In a series of posts over the next few weeks, I’ll explore the process federal agencies use to create most federal “rules” or “regulations” (these terms are synonymous) that have the force and effect of law.  See 5 U.S.C. § 551(4) & (5) (defining “rule” and “rule making,” respectively).  Today’s post begins with an overview of this process, which is generally referred to as the “informal” or “notice-and-comment” rulemaking process. 

A provision of the Administrative Procedure Act (APA), 5 U.S.C. § 553, establishes the minimum procedural requirements that agencies must observe in informal rulemaking.  This law requires that an agency:

  1. Publish a notice of proposed rulemaking (NPRM or NOPR) in the Federal Register, to provide the public with essential information about the proceeding, including where and when it will occur, see 5 U.S.C. § 553(b)(1), the legal authority under the which the agency proposes to act, see 5 U.S.C. § 553(b)(2), and a description of the issues involved or the text of the proposed rule, see 5 U.S.C. § 553(b)(3);
  2. Give the public an opportunity to comment on the proposal “through submission of written data, views, or arguments with or without the opportunity for oral presentation,” see 5 U.S.C. § 553(c); and
  3. After considering public comments, publish the final rule in the Federal Register, along with a concise statement explaining the rule’s basis and purpose, see 5 U.S.C. § 553(c).

The courts have fleshed out these statutory minimum requirements over the years.  Beyond these minimum requirements, however, agencies have wide discretion to tailor their own rulemaking procedures.  See Vermont Yankee Nuclear Power Corp. v. Natural Resources Defense Council, Inc., 435 U.S. 519 (1978).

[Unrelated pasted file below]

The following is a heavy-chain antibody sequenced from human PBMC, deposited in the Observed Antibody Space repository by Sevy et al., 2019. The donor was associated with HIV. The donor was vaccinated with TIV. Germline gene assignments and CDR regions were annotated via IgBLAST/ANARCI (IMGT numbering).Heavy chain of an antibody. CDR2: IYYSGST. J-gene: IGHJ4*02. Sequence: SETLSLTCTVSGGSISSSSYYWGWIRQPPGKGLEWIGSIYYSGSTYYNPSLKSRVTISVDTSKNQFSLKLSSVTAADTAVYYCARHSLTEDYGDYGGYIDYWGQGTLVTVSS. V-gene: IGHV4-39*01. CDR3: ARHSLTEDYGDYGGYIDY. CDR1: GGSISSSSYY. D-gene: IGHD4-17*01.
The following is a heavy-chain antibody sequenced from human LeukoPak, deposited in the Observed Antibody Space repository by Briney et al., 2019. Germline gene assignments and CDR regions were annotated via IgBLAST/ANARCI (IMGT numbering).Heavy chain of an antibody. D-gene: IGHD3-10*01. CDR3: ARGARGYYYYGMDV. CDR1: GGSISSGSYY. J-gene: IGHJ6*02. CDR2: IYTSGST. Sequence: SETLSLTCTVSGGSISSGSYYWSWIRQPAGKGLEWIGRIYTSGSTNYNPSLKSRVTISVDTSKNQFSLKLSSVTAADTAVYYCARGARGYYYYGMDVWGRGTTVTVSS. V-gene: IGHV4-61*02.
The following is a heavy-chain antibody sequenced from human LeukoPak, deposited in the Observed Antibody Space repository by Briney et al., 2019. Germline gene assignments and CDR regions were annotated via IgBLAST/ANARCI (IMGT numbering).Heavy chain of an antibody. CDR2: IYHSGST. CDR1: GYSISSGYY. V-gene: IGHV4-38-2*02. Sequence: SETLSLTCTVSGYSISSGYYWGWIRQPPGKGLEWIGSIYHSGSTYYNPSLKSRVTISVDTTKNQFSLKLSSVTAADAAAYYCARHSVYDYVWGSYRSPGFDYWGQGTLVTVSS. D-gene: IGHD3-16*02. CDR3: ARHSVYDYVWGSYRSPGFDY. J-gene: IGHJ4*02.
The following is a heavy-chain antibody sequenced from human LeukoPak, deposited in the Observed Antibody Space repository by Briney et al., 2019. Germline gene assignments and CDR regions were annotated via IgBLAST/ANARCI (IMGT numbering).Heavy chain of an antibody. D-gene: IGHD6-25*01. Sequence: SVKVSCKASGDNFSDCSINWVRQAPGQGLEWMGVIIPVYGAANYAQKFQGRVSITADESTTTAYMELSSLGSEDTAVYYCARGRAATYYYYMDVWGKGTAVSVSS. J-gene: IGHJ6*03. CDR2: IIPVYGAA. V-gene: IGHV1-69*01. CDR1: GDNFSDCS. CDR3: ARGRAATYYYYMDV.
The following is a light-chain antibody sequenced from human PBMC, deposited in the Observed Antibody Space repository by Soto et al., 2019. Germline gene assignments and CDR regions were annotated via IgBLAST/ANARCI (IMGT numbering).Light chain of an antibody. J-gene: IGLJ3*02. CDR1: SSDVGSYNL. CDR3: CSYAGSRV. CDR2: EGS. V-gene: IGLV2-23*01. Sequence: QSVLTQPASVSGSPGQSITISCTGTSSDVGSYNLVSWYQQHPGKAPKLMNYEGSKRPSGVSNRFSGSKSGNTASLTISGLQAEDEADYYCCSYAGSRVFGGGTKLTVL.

Section 553 exempts certain kinds of rules from notice-and-comment requirements.  One of the exemptions allows agencies to adopt “interpretative rules, general statements of policy, or rules or agency organization, procedure or practice,” 5 U.S.C. § 553(b)(A), without publishing an NPRM and providing an opportunity for public comment.  Another exemption applies “when the agency for good cause finds . . . that notice and public procedure thereon are impracticable, unnecessary, or contrary to the public interest.”  5 U.S.C. § 553(b)(B).

In my next post, I’ll discuss some of the Administrative Conference’s previous recommendations related to informal rulemaking procedures, with a special emphasis on Recommendation 95-4, Procedures for Noncontroversial and Expedited Rulemaking, 60 Fed. Reg. 43,108 (Aug. 18, 1995).

In the meantime, further information about federal informal rulemaking under the APA is available in the following resources (listed in reverse chronological order):

Jeffrey S. Lubbers, A Guide to Federal Agency Rulemaking (5th ed., ABA 2012).

Curtis W. Copeland, Congressional Research Service, RL32240, The Federal Rulemaking Process: An Overview (Feb. 22, 2011).

Vanessa K. Burrows & Todd Garvey, Congressional Research Service, R41546, A Brief Overview of Rulemaking and Judicial Review (Jan. 4, 2011).

ICF International, The Reg Map (updated in 2020).

ABA Section on Admin. L. & Reg. Practice, A Blackletter Statement of Federal Administrative Law, 54 Admin. L. Rev. 1, 30-36 (2002) (Part Two: Informal Rulemaking).

Mark Seidenfeld, A Table of Requirements for Federal Administrative Rulemaking, 27 Fla. St. L. Rev. 533 (2000).

Tom C. Clark, Attorney General’s Manual on the Administrative Procedure Act, Section 4—Rule Making (1947).

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